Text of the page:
Mega-dealer David Zwirner is the most powerful person in the art world, according to ArtReview’s annual Power 100 list. The German-born gallerist, who presides over spaces in New York, London, and Hong Kong, and whose gallery represents more than 60 artists and artists’ estates, jumped from number five on last year’s list to land atop the 2018 list. As evidence of his unparalleled influence, ArtReview cited not only his thriving gallery, but also his suggestion during a conference in April that large galleries should be taxed to subsidize smaller galleries at art fairs; several months later, Art Basel and Frieze introduced scaled and tiered pricing schemes, respectively. “When Zwirner speaks, the art world listens,” an ArtReview press release announcing the 2018 list proclaimed.
In second place is Chicago-based painter Kerry James Marshall, whose global profile continued to rise this year (he was 68th on last year’s list). In May, he became the most expensive living black artist when Sean “Diddy” Combs bought his painting Past Times (1997) for $21.1 million. More recently, his power and influence were confirmed when Chicago Mayor Rahm Emanuel pulled another Marshall painting bound for auction, Knowledge and Wonder (1995), in part because the artist expressed his frustration with the sale.
Rounding out the top three is #MeToo, marking the first time a movement (rather than a person or collective) appeared on the list. ArtReview cites the global social justice and gender equality movement’s palpable impact in the art world via groups like We Are Not Surprised and the India-based Instagram account Scene and Herd—which recently brought accusations against Kochi-Muziris Biennale co-founder Riyas Komu to light. Last year’s ArtReview Power 100 list, according to Artsy’s analysis, was 38% female; this year’s list features 48 women, some of whom—like Manuela Wirth, who is a co-president of Hauser & Wirth with her husband Iwan (number six)—are members of duos or groups.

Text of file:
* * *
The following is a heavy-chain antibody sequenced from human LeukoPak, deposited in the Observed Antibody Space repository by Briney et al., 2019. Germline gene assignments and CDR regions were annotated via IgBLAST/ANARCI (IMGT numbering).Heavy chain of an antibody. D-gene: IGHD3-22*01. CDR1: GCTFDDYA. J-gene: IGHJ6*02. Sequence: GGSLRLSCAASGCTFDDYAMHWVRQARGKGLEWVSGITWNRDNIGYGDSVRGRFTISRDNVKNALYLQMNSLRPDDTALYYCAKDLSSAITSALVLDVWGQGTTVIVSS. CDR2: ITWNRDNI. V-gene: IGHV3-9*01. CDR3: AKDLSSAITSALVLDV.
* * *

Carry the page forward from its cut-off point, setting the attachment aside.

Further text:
Notable newcomers on this year’s list include critic and poet Fred Moten (number 10), photographer and activist Nan Goldin (number 18), curator Paul B. Preciado (number 23), and Pamela Joyner (number 36), a prominent collector of work by African American artists. Last year’s leader, the German conceptual artist Hito Steyerl, fell to number four, while last year’s runner-up, the French artist Pierre Huyghe, fell out of the top 10 to land at number 12. Last year’s number three, influential feminist theorist Donna Haraway, experienced one of the more precipitous tumbles, landing at 67 this year.